One of the main, persistent problems these systems have, however, is inherent bias, because data is input by biased humans, experts say.
Just like "Murphy's Law," which states that "anything that could go wrong, will," Oren Etzioni, chief executive officer of the Allen Institute for Artificial Intelligence, says there's a Murphy's Law for AI: "It's a law of unintended consequences, because a system looks at a vast range of possibilities and will find a very counterintuitive solution to a problem."
"People struggle with their own biases, whether racist or sexistor because they're just plain hungry," he says. "Research has shown that there are [judicial] sentencing differences based on the time of day."
Machines fall short in that they have no "common sense," so if a data error is input, it will continue to apply that error, Etzioni says. Likewise, if there is a pattern in the data that is objectionable because the data is from the past but is being used to create predictive models for the future, the machine will not override it.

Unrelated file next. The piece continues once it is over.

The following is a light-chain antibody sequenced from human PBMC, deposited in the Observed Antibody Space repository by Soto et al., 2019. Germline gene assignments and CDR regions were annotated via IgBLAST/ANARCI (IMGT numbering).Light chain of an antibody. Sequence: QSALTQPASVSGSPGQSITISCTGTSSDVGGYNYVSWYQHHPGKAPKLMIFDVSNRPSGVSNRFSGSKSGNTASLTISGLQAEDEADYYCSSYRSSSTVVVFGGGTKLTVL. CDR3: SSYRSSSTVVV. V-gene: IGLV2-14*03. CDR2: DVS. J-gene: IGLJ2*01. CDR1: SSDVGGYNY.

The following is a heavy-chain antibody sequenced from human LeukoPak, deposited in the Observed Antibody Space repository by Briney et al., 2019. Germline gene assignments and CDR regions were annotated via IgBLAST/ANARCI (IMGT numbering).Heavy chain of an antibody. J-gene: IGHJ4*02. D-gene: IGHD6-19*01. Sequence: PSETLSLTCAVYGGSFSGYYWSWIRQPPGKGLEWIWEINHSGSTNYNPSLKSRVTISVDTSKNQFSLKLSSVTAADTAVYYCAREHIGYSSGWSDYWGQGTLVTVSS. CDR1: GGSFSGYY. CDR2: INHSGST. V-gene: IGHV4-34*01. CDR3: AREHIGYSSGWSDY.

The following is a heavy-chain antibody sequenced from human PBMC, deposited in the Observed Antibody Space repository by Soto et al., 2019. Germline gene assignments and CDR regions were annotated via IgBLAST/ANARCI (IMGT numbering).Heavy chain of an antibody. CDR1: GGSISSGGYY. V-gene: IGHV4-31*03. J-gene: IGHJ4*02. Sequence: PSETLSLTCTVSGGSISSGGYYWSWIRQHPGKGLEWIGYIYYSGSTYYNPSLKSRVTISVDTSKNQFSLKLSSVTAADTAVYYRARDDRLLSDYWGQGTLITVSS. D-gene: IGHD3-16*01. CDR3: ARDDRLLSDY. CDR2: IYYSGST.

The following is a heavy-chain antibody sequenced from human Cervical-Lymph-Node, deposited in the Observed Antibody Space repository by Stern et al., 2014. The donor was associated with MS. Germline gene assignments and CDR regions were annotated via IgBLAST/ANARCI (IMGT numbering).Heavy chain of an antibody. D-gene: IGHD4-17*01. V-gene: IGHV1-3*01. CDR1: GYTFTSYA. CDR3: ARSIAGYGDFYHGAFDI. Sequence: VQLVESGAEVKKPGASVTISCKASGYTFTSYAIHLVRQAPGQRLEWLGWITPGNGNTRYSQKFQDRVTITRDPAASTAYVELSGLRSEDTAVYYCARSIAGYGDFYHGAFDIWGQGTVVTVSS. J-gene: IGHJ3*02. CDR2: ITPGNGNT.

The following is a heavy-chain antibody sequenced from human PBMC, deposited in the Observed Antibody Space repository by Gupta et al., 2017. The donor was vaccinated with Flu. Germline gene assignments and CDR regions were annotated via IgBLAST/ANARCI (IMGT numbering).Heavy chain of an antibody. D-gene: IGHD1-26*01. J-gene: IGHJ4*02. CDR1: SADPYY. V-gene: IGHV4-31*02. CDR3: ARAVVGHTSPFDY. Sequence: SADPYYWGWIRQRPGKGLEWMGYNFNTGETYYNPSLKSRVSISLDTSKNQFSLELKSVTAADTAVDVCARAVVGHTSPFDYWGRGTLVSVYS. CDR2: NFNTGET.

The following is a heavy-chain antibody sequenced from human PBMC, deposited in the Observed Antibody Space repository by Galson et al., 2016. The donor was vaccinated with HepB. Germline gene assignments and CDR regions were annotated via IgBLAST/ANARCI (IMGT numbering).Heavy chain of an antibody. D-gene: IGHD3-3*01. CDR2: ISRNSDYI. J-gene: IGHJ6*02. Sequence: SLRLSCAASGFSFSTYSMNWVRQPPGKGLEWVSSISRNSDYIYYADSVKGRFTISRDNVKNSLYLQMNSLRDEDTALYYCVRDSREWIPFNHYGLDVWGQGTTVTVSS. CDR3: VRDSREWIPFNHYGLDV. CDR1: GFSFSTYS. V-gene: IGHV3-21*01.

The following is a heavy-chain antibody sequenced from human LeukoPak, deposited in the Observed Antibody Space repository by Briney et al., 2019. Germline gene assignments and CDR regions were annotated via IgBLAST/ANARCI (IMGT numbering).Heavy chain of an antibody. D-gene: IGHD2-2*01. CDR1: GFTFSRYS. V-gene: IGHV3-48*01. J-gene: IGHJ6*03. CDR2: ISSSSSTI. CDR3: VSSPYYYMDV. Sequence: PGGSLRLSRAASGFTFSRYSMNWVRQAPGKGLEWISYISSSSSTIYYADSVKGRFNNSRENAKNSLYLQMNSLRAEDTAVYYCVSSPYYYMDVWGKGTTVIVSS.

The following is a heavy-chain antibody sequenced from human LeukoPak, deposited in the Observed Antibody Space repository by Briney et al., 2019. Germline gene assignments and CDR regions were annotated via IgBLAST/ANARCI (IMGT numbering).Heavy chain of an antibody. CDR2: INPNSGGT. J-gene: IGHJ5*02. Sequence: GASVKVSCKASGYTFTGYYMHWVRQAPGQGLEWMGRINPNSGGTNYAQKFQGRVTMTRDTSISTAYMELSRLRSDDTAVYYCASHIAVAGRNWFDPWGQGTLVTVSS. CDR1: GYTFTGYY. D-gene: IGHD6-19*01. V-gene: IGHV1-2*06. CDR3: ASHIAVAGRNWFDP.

"It won't say, 'this behavior is racist or sexist and we want to change that'; on the contrary, the behavior of the algorithm is to amplify behaviors found in the data," he says. "Data codifies past biases."
Because machine learning systems seek a signal or pattern in the data, "we need to be very careful in the application of these systems," Etzioni says. "If we are careful, there's a great potential benefit as well."
To make AI and machine learning systems work appropriately, many cognitive technologies need to be trained and retrained, according to the Deloitte report. "They improve via deep learning methods as they interact with users. To make the most of their investments in AI, agencies should adopt an agile approach [with software systems], continuously testing and training their cognitive technologies."
David Madras, a Ph.D. student and machine learning researcher at the University of Toronto (U of T), believes if an algorithm is not certain of something, rather than reach a conclusion, it should have the option to indicate uncertainty and defer to a human.